The Seattle Mariners are in the playoffs for the first time since 2001, and nobody can ruin that for me. However, the Mariners themselves sure did try.
After coming through with a two-game sweep over the Toronto Blue Jays to advance to the divisional round, the Mariners were staring down the barrel of a loaded gun. The Houston Astros are far and away the American League favorite. This is where the Mariners’ season was likely to end, and that’s okay. They finally came through in a way no Mariners team has for 20 years, and we as a city and fanbase should be eternally grateful for their performance.
Still, they weren’t ready to give up so easily. Up against Justin Verlander, the 2022 AL Cy Young favorite and first-ballot hall-of-famer, the Mariners racked up nine hits over the first five innings. Everybody on the lineup contributed in one way or another, with Carlos Santana being the only member not to record a hit. Julio Rodriguez became the youngest player in American League history to record both a double and a triple in a playoff game. Eugenio Suarez continued his fantastic season with a solo home run in the seventh. J.P. Crawford hit just his sixth home run this year in the fourth inning. Jarred Kelenic had two hits, which I have put a strange amount of emphasis on over the last couple of days.
Unfortunately, that’s where the good news comes to an end. After Logan Gilbert got pulled in the sixth inning, allowing three runs on five hits, the wheels sort of fell off. Matt Brash and Diego Castillo came through with a scoreless five outs, but Andres Munoz gave up three hits in the eighth inning, including a two-run home run by Alex Bregman to cut the Mariners’ lead to two runs. Bregman became the third player to hit a home run off Munoz’s slider all year.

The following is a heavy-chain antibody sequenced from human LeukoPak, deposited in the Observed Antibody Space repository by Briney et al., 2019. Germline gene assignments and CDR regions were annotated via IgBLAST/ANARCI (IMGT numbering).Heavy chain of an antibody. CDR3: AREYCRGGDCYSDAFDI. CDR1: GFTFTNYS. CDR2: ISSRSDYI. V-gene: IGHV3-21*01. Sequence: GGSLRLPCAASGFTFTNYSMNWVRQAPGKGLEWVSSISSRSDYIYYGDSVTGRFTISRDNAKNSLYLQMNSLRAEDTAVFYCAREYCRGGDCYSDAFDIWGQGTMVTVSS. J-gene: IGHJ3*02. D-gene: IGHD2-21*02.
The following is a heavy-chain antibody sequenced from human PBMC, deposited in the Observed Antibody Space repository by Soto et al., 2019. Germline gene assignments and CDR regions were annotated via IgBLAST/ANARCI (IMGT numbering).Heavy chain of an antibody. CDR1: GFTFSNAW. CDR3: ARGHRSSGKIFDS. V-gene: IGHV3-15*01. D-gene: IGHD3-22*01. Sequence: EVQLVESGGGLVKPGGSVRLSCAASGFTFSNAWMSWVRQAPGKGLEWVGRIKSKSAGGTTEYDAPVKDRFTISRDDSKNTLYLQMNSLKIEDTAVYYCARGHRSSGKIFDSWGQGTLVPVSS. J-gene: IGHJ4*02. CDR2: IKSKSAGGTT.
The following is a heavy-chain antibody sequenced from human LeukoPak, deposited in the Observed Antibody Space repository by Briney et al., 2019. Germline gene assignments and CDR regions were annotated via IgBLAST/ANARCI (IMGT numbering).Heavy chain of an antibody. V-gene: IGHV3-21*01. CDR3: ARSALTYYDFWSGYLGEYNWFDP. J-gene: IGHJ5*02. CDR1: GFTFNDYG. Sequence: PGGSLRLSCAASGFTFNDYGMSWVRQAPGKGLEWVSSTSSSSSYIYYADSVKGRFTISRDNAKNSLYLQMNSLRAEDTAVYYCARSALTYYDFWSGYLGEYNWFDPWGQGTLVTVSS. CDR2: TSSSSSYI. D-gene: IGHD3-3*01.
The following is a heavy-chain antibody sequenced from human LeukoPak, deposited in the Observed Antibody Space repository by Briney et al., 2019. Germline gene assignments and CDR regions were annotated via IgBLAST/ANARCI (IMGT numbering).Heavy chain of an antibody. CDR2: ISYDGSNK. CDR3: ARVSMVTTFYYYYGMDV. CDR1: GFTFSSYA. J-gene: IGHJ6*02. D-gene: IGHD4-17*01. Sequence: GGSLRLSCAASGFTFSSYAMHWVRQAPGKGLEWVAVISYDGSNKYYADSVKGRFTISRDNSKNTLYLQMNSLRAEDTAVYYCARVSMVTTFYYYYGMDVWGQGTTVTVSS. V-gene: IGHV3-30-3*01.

You’ve probably heard about the ninth inning tragedy, but I’ll run through it again anyways. Know that I recount this series of events with nothing but pain in my heart. The ever-reliable Paul Sewald took the mound in the bottom of the ninth, though he was fresh off giving up four runs to the Toronto Blue Jays a few days earlier. He got through Christian Vazquez with ease before hitting the rookie David Hensley with a pitch to put him on first base. Jose Altuve struck out to put the Mariners one out away before giving up a single to Jeremy Peña. In a move that baffled fans everywhere, manager Scott Servais put in Robbie Ray to face Yordan Alvarez in a lefty-lefty situation. On the second pitch, Ray threw a slider middle-in, and Alvarez blasted it 430 feet into the seats to walk off the Mariners.
We expected to go home following this series, knowing full well the Astros were likely the better team. So why does it hurt so much? Still, it’s hard for me to find it in myself to blame the team. Sure, the pitching wasn’t there. Sure, the decision felt wrong even in hindsight. But it’s just baseball, and the Mariners have truly exceeded expectations this year.
Losing a game in which you had a sizable advantage over one of the best pitchers in baseball felt like a death knell to the Mariners’ playoff run, but it’s not quite over. It’s a best-of-five, meaning the Mariners can still win three of the next four. Regardless of the results, I’m happy with how my team has performed and the Mariners should be too.